Research and tools are out every day about how to implement technology into social work populations. Become educated in the technological tools you can use with your client populations.
Ask your administrator for training in technology affecting your population and ethics. There are continual updates in these two areas so education should be continual.
Go to workshops involving innovative approaches to client interventions. If they do not integrate technology in the workshop, ask why they don’t.
Keep up-to-date with Google searches, blogs on technology or applications to curate content.
Write your legislators to support funding for technology in research and human services.
Health Information Technology is being helped along with the mandates of our government. The trick to these upgrades is still sustainability and the increasing costs of IT. Larger social service agencies have Electronic Medical Records which can document outcomes to see if interventions were successful. Become involved in the structure of your Electronic Medical Records and ask for the information you need to be added.
Another area to research is assistive technologies for our client populations. There are so many new advances to health care issues. These can be researched on the Internet. An example of a new program for case managers is e-Caring. This program offers an online software system to help track the health care of loved ones at home. Figure out your specific need and then research it. Chances are someone is developing a tool for it.
I explore best practices through research engines, search engines, websites, blogs, and curate tools like Scoop.it. Scoop.it identifies the areas I am interested and gives me an update daily on new innovations, information on specific topics or best practices. It is great to have the work done for you, especially if you are a busy person.
I don’t know if there is any one leader to look up to, there are so many innovators approaching health technology from diverse angles. Many of these future thought leaders’ solutions can spark creativity for all social service agencies and their personnel.
Here is a great article on Health IT Leaders: 20 Health IT Leaders Who AreDriving Change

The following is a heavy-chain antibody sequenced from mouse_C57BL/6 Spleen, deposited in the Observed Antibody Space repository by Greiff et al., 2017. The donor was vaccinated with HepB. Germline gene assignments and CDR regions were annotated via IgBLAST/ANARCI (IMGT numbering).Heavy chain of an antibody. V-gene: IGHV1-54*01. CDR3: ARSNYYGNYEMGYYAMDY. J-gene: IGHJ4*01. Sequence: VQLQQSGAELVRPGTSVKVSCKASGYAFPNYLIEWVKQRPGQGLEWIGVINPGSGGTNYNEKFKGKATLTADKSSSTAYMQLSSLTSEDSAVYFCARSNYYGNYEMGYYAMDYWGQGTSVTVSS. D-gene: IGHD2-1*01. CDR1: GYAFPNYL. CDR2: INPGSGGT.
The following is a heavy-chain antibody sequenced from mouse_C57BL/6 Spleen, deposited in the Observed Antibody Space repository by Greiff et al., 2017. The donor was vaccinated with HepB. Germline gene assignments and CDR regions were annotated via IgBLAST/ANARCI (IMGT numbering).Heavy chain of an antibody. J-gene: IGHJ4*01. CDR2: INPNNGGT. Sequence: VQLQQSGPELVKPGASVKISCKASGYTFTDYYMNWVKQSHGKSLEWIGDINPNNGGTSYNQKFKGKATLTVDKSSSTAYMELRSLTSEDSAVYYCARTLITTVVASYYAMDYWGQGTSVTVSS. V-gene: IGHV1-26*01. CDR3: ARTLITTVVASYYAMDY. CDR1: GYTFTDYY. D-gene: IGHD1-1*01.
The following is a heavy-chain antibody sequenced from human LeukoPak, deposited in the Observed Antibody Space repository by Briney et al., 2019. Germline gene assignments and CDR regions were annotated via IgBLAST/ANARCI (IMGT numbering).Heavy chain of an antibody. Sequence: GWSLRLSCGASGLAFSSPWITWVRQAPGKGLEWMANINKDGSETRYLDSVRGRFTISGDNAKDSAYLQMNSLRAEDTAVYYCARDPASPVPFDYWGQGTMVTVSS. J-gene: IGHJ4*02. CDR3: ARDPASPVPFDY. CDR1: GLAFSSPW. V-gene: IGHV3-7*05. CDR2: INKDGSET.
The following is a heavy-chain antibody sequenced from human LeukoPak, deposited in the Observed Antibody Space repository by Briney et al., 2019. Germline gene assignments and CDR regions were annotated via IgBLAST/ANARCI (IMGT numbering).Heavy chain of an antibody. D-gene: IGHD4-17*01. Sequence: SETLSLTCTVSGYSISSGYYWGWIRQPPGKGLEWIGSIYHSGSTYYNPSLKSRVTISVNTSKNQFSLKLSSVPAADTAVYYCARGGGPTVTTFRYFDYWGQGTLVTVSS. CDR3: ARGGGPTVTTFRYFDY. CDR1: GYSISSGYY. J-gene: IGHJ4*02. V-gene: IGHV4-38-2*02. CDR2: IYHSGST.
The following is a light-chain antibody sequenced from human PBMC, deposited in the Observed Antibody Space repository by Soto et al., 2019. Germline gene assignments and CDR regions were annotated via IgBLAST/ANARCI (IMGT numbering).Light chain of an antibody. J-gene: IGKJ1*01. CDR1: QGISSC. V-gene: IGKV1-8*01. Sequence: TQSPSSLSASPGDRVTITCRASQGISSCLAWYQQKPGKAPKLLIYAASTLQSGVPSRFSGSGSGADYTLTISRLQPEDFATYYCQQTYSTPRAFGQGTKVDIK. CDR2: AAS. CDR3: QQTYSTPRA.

To hear more of Ellen’s insights on healthcare and technology integration, please attend our next hashtag #dpcomm tweet chat scheduled for June 27, 2013 @ 1:30PM EST (10:30AM PST) with Ellen Belluomini (@EBelluomini). The #dpcomm participants and our LinkedIn group - Discharge Planning Community for Healthcare Professionals & Social Workers aim to create awareness and real solutions for improving care transitions. Our chat is held every fourth Thursday of the month. Note that the May tweet chat has been postponed until June.
If you know someone who has broken the mold of a healthcare worker role and think should be featured, send an email to email@example.com or please post in the comments section.
Also join our LinkedIn group to continue the conversation:
Discharge Planning Community for Healthcare Professionals & Social Workers
About Ellen M. Belluomini
Ellen M. Belluomini, LCSW received her MSW from University of Illinois, Jane Addams School of Social Work and is currently a doctoral student at Walden University. She is an educator at National Louis University and Harper College. She has developed online and blended curriculum with an emphasis on integrating technology into human services practice. She writes a blog “Bridging the Digital Divide in Social Work Practice” to increase awareness about technology’s uses. She presents and consults on various issues related to social services. Her clinical work has been with private practice, management of nonprofit agencies, and programming for vulnerable populations.